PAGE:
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10/09/2011 / melgardener

How do you communicate?

Communication – all forms – is a topic that has interested me for a long time. As someone who works with words and is …ahem… naturally verbose I’ve always concentrated on the verbal side of communication. But more and more lately, I’ve become very aware of non-verbal communication and how we use it.

More importantly, I’ve been thinking about our responsibilities when communicating. How much responsibility should we take to ensure that both our verbal and non-verbal communications are heard and understood?

Do any of you have a friend who always seems to know when you are hedging or not being 100% truthful? Someone who seems to have a sixth sense about people – who to trust and not to trust? Someone who can size up a newcomer in a matter of seconds and decide if they are the right fit? And, annoyingly, someone who is pretty much always right in their assessments?

Someone like this would likely have been burned at the stake as a witch back in the day but what’s more likely today is that they are very well versed in reading and interpreting non-verbal communication.

If you’ve ever been in a situation where you felt something wasn’t quite right or you felt you were receiving mixed signals from someone – it probably wasn’t and you probably were. Your brain has likely noticed a range of miniscule cues that have set off warning signals that it can’t match to the corresponding verbal communication it’s receiving. Even small things like eye-contact, facial expression, hand movement, body position and a plethora of other signs can give away another person’s true feelings or intentions.

But, what happens when we are the communicator? We’ve all been in situations where we’ve chosen our words carefully, or put much time and effort into preparing a verbal presentation. But how much time have we spent considering the non-verbal signals we will also utilise. Well, not much for most people is the answer. And this is partially because many of these signals are involuntary – we do them without thought or conscious decision.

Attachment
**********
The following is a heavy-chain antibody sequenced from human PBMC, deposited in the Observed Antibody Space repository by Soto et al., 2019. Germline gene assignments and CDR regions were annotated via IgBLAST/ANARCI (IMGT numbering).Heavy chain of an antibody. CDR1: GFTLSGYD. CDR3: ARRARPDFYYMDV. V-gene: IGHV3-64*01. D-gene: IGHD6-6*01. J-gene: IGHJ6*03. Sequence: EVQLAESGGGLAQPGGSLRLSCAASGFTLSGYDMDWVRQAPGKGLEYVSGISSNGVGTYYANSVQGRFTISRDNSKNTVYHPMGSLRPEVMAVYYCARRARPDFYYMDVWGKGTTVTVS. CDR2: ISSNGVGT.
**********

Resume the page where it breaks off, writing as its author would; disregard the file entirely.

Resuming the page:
But I don’t believe that has to be so all of the time. I think if we take the time to be more aware of our physicality when communicating we can ensure that our non-verbal messages are just as effective as our words.

One of the benefits of taking the time to consider your non-verbal messages is that you stand a chance of becoming a better communicator in all aspects of your life. Of course, today many of our communications take place without the benefit of sight (Facebook, email, text) but, even when voice is your only tool, you can still utilise tone, cadence and rhythm while speaking to ensure that you are heard.

And isn’t being heard something we all desire? To feel that another person has received and understood our message – whether loud or quiet, forceful or gentle, happy or sad?

How do you see the role of communication in your life? Are there things you do to ensure your message is received?


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